How Amazon's Counterfeit Products Threaten Safety : Planet Money Over half of sales on Amazon are from third-party sellers, some of whom are selling counterfeit goods. Faulty car seats are threatening children's safety, but is Amazon being held liable?
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How Amazon's Counterfeit Products Threaten Safety

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How Amazon's Counterfeit Products Threaten Safety

How Amazon's Counterfeit Products Threaten Safety

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UNIDENTIFIED PERSON: NPR.

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PAMELA BOYKOFF: Hey, Cardiff.

CARDIFF GARCIA, HOST:

Pamela Boykoff, CNN International woman of mystery, bigwig, et cetera, but more importantly, an excellent journalist who's back with a story.

BOYKOFF: I'm happy to be here. I've got a story I really want to talk to you about. I've been working on it for about six months, and it's about Amazon.

GARCIA: OK. I'm intrigued already.

BOYKOFF: You know, Amazon has been such a constant presence in our lives. Like, everyone's a Prime member. They're also a leader in streaming media, in cloud services, in e-commerce. They control about 38% of U.S. online sales.

GARCIA: Yeah. And so anybody who's familiar with Amazon who uses Amazon will know that a lot of the things that are for sale on amazon.com come from third-party sellers, which can be small businesses, large distributors, even somebody just selling something out of their garage. Last year, Amazon said that 58% of all of its sales came from these third-party sellers. We actually mentioned this in an earlier episode about Nike because it was quitting the Amazon platform because it was tired of counterfeiters. And in fact, today we are focusing on exactly that - counterfeiters.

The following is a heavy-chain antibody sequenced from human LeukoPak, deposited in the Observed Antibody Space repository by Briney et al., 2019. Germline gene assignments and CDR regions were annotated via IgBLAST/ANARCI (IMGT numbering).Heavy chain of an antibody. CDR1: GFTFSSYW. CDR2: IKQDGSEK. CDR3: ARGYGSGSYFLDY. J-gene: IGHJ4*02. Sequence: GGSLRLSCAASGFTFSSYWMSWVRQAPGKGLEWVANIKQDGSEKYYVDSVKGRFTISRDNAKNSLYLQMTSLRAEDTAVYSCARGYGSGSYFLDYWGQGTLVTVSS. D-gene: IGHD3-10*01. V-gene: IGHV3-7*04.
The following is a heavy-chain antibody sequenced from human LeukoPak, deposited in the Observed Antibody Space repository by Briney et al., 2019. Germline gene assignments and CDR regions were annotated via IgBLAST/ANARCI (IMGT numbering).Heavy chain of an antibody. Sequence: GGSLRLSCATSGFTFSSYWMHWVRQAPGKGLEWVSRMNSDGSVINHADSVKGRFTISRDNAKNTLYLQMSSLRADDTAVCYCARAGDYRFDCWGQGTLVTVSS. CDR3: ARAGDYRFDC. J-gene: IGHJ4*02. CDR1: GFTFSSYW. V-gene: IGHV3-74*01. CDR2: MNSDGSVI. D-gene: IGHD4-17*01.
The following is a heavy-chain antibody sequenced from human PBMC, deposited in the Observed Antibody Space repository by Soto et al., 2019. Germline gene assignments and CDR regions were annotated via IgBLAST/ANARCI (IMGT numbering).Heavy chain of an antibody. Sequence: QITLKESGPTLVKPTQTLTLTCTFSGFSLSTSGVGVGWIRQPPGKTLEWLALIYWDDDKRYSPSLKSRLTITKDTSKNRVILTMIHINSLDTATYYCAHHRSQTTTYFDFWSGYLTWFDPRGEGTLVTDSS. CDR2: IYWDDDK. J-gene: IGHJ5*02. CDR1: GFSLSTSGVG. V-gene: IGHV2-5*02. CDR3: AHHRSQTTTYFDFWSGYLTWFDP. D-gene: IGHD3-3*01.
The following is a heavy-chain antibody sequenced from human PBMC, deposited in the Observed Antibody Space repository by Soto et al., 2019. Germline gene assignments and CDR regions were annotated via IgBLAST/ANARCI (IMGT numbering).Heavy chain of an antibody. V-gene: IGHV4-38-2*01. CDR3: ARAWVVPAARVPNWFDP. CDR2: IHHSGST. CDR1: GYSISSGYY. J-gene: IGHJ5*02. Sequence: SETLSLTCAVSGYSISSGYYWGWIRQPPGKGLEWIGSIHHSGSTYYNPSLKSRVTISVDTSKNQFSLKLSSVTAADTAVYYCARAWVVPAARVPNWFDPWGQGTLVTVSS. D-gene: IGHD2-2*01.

BOYKOFF: So I have talked to seven different brands that sell children's products on Amazon. They say that counterfeiters are using this third-party marketplace to try and sell counterfeits or patent-infringing copies of their products. And many of these brands, they have safety concerns about those fakes. Remember, these are products for kids. We're talking about things like car seats, baby swaddles and toys. These brands, they're worried a dangerous counterfeit - that could really hurt a child. And they feel like Amazon is putting the onus on them to report suspicious listings. I'm Pamela Boykoff from CNN.

GARCIA: And I'm Cardiff Garcia. Today on THE INDICATOR FROM PLANET MONEY we dive into this world of fake children's products on Amazon and take a look at its potential dangers. We also look at just how the law treats e-commerce sites like Amazon because it differs from the way that the law treats other retailers and it turns out to make a big difference.

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BOYKOFF: After I started digging into this whole counterfeit issue on Amazon, together with some of my colleagues, we wanted to see firsthand what was going on. So, Cardiff, we decided to order a car seat from Amazon. This car seat looks like a copy of the Doona brand.

GARCIA: Yeah. The Doona brand, it's this kind of fancy brand. It's a kind of combination car seat and stroller, and it retails for about $500. A lot of celebrities own them, and it's an attractive target for counterfeiters.

BOYKOFF: The listing on Amazon, it didn't use that brand name Doona, but it showed photos of real Doonas, including one of Ivanka Trump with hers. When the product arrived, it also looked a lot like a Doona, including copying elements of the design the company says it has patented. We showed the seat to this woman, Alisa Baer. She's better known as the Car Seat Lady. She's...